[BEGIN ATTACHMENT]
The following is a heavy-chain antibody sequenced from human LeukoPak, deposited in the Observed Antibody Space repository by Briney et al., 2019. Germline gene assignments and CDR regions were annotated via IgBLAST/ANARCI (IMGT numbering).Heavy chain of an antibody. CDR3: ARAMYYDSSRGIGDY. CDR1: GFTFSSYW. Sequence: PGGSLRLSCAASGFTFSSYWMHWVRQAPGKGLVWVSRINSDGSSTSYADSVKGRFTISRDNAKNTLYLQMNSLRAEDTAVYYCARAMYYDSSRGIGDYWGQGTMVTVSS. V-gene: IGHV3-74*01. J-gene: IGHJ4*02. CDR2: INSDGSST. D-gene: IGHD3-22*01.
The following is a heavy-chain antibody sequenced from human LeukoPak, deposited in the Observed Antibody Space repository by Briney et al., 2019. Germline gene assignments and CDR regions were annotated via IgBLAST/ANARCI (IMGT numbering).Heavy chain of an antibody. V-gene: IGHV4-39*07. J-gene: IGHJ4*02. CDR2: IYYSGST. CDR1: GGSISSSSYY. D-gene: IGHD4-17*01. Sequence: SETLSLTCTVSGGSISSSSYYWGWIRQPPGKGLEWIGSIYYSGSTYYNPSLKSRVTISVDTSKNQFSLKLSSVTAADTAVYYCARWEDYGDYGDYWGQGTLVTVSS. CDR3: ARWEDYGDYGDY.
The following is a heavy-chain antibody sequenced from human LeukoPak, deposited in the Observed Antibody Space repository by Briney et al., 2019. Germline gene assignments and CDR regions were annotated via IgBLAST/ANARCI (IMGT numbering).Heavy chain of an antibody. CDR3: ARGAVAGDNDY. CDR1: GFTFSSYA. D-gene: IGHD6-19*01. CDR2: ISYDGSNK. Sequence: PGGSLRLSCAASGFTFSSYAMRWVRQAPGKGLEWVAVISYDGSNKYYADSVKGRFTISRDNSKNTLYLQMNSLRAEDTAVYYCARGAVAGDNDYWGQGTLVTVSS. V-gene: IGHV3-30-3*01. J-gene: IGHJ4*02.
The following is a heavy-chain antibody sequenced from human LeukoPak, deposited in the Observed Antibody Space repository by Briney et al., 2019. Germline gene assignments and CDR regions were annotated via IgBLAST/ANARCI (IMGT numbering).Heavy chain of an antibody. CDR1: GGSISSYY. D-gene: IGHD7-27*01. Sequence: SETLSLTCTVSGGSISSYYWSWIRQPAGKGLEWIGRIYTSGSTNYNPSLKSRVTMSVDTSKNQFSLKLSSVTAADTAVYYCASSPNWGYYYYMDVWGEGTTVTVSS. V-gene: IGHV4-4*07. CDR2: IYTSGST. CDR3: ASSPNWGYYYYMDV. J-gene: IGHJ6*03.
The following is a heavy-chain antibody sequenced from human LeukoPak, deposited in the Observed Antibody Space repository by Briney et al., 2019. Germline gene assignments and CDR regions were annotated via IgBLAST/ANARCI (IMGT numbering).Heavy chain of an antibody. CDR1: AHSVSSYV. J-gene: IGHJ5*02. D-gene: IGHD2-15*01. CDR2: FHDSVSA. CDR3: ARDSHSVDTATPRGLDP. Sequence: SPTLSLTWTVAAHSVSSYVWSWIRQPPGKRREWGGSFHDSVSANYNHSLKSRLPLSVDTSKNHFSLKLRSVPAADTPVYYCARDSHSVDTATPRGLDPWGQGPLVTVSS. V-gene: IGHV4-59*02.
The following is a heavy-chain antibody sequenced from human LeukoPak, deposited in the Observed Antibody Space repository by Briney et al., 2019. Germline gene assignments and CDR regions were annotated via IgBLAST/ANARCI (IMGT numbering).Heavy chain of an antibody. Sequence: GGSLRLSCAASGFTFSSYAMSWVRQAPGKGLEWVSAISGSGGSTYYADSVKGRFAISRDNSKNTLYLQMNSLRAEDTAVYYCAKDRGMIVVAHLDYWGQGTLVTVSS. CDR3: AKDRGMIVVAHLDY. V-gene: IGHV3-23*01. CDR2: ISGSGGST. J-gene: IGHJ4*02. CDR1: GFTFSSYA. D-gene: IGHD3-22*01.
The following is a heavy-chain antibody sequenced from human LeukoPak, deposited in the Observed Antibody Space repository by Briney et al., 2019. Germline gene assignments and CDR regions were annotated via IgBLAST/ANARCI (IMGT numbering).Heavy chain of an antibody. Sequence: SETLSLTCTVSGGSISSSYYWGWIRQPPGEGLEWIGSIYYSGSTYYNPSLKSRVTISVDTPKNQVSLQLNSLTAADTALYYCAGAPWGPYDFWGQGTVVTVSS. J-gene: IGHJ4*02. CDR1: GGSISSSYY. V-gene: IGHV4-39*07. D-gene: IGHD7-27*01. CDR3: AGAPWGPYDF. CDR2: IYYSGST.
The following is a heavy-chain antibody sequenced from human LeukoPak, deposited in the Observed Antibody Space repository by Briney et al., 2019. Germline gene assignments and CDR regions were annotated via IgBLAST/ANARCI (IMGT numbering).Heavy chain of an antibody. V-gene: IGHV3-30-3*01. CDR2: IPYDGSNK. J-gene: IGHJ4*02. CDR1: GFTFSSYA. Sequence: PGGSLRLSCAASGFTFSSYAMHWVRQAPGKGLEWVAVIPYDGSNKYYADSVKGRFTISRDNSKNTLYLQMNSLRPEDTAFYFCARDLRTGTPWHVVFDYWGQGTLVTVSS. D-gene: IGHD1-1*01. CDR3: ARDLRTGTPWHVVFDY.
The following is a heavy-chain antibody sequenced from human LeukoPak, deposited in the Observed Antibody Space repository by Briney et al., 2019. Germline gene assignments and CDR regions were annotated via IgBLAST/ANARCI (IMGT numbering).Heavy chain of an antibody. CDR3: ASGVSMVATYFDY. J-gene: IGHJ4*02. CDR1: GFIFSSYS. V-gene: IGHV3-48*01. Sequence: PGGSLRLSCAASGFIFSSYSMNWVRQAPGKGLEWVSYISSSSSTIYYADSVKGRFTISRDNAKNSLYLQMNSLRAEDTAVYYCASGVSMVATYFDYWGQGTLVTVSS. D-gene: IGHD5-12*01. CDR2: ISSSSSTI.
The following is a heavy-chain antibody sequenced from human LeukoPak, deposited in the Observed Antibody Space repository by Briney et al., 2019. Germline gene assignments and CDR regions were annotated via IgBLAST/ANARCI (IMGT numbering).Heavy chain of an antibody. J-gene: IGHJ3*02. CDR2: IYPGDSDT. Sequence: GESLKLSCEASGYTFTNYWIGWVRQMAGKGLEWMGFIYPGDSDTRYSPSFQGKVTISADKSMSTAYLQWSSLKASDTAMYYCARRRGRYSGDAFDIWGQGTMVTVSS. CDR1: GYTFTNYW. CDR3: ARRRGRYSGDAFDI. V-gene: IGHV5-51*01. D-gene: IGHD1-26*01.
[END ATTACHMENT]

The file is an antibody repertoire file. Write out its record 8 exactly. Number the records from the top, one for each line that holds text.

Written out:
The following is a heavy-chain antibody sequenced from human LeukoPak, deposited in the Observed Antibody Space repository by Briney et al., 2019. Germline gene assignments and CDR regions were annotated via IgBLAST/ANARCI (IMGT numbering).Heavy chain of an antibody. V-gene: IGHV3-30-3*01. CDR2: IPYDGSNK. J-gene: IGHJ4*02. CDR1: GFTFSSYA. Sequence: PGGSLRLSCAASGFTFSSYAMHWVRQAPGKGLEWVAVIPYDGSNKYYADSVKGRFTISRDNSKNTLYLQMNSLRPEDTAFYFCARDLRTGTPWHVVFDYWGQGTLVTVSS. D-gene: IGHD1-1*01. CDR3: ARDLRTGTPWHVVFDY.